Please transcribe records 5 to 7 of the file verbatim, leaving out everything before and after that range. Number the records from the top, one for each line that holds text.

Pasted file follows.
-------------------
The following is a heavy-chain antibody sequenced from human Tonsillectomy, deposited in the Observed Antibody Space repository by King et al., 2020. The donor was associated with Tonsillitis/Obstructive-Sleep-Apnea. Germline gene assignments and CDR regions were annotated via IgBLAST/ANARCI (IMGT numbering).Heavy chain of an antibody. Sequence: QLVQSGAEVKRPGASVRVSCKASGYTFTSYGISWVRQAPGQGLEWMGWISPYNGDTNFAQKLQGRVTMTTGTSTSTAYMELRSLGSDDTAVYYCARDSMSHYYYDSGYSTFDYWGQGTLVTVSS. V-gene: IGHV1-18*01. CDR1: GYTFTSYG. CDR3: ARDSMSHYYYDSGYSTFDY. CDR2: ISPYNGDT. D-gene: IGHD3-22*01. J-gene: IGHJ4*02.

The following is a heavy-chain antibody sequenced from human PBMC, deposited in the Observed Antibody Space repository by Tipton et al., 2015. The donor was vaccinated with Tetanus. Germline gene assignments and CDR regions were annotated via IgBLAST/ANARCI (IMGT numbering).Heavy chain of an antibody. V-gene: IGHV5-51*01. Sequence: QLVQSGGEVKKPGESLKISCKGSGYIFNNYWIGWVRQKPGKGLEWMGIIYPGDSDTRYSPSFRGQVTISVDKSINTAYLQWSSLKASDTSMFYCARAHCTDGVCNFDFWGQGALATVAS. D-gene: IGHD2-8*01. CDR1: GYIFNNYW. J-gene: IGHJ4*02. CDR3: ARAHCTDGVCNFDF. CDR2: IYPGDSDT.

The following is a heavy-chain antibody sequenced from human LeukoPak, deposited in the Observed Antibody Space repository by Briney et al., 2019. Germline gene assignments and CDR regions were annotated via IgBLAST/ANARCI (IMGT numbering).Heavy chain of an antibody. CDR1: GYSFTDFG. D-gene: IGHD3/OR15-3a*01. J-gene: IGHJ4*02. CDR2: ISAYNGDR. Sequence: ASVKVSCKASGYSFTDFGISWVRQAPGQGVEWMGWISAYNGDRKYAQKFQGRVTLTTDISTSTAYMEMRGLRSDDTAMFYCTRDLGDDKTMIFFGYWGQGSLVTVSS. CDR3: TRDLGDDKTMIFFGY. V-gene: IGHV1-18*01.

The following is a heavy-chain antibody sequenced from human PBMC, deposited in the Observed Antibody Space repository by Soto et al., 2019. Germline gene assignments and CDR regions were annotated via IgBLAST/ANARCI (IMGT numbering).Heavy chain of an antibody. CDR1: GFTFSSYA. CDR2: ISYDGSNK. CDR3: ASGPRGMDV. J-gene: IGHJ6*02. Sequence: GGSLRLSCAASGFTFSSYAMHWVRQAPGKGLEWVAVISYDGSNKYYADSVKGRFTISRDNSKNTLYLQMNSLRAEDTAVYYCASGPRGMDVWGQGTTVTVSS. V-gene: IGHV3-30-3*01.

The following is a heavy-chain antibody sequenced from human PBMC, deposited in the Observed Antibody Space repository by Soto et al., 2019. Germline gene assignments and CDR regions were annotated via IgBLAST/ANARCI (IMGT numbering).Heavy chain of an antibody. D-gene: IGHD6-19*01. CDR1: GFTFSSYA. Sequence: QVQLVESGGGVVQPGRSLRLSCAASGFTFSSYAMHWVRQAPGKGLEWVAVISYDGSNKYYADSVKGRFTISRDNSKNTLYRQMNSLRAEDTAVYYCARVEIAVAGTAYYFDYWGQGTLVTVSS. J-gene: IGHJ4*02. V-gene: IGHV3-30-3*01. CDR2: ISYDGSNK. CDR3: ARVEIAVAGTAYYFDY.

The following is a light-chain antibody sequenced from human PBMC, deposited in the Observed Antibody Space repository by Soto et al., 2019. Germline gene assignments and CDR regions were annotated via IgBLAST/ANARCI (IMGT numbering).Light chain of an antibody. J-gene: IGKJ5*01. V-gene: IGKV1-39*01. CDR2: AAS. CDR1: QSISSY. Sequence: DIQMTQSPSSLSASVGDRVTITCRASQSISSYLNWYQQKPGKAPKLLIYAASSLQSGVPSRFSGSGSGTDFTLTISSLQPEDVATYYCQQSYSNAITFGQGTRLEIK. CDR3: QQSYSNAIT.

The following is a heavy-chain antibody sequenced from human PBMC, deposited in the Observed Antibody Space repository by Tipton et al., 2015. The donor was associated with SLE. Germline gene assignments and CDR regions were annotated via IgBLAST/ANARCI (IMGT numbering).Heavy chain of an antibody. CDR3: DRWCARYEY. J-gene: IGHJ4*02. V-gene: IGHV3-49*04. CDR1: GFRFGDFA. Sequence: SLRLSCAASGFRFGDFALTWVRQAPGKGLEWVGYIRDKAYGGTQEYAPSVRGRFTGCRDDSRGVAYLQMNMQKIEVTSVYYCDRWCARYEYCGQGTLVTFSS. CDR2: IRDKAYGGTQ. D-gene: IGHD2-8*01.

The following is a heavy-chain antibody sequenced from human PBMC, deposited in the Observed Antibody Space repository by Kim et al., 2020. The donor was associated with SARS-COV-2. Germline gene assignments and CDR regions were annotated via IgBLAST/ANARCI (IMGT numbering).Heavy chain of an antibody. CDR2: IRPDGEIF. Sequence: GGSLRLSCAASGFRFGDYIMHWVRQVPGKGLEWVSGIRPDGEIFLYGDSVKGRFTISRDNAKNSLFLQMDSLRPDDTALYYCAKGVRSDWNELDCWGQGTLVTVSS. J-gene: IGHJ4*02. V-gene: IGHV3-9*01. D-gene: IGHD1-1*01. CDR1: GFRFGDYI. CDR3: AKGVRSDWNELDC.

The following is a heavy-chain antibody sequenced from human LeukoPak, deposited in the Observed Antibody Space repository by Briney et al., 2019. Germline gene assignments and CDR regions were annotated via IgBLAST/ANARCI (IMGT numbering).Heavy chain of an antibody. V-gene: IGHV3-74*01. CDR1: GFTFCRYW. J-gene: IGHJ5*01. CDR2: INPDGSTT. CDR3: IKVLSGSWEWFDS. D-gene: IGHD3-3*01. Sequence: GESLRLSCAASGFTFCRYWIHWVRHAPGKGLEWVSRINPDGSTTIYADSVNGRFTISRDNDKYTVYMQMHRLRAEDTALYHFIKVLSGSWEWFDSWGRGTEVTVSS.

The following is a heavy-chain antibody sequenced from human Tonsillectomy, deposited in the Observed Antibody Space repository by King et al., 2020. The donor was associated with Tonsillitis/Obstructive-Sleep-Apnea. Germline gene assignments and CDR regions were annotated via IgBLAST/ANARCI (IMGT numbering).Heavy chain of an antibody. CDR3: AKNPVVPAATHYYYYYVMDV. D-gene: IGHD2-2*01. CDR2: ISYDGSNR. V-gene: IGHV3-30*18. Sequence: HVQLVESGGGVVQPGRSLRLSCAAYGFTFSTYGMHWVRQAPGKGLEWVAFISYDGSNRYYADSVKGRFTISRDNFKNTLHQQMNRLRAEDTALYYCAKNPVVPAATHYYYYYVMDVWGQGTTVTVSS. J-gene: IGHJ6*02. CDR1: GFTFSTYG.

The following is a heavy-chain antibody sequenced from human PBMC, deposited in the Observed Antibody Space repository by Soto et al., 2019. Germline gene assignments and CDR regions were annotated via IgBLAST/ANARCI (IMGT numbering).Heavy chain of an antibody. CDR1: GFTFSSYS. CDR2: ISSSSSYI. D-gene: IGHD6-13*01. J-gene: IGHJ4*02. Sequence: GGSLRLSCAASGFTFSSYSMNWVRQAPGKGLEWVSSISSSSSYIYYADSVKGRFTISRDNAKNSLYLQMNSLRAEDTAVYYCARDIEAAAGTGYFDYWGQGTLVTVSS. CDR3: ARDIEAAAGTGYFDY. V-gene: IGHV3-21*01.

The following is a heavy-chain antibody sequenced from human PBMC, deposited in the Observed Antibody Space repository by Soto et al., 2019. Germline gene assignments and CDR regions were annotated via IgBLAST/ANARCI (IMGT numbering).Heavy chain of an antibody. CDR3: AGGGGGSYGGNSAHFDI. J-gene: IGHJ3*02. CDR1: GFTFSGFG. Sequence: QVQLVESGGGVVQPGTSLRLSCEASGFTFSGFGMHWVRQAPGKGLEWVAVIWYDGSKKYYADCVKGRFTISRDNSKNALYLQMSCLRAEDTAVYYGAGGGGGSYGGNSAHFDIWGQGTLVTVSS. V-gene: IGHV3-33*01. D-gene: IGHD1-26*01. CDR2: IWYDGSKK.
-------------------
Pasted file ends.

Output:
The following is a heavy-chain antibody sequenced from human PBMC, deposited in the Observed Antibody Space repository by Soto et al., 2019. Germline gene assignments and CDR regions were annotated via IgBLAST/ANARCI (IMGT numbering).Heavy chain of an antibody. D-gene: IGHD6-19*01. CDR1: GFTFSSYA. Sequence: QVQLVESGGGVVQPGRSLRLSCAASGFTFSSYAMHWVRQAPGKGLEWVAVISYDGSNKYYADSVKGRFTISRDNSKNTLYRQMNSLRAEDTAVYYCARVEIAVAGTAYYFDYWGQGTLVTVSS. J-gene: IGHJ4*02. V-gene: IGHV3-30-3*01. CDR2: ISYDGSNK. CDR3: ARVEIAVAGTAYYFDY.

The following is a light-chain antibody sequenced from human PBMC, deposited in the Observed Antibody Space repository by Soto et al., 2019. Germline gene assignments and CDR regions were annotated via IgBLAST/ANARCI (IMGT numbering).Light chain of an antibody. J-gene: IGKJ5*01. V-gene: IGKV1-39*01. CDR2: AAS. CDR1: QSISSY. Sequence: DIQMTQSPSSLSASVGDRVTITCRASQSISSYLNWYQQKPGKAPKLLIYAASSLQSGVPSRFSGSGSGTDFTLTISSLQPEDVATYYCQQSYSNAITFGQGTRLEIK. CDR3: QQSYSNAIT.

The following is a heavy-chain antibody sequenced from human PBMC, deposited in the Observed Antibody Space repository by Tipton et al., 2015. The donor was associated with SLE. Germline gene assignments and CDR regions were annotated via IgBLAST/ANARCI (IMGT numbering).Heavy chain of an antibody. CDR3: DRWCARYEY. J-gene: IGHJ4*02. V-gene: IGHV3-49*04. CDR1: GFRFGDFA. Sequence: SLRLSCAASGFRFGDFALTWVRQAPGKGLEWVGYIRDKAYGGTQEYAPSVRGRFTGCRDDSRGVAYLQMNMQKIEVTSVYYCDRWCARYEYCGQGTLVTFSS. CDR2: IRDKAYGGTQ. D-gene: IGHD2-8*01.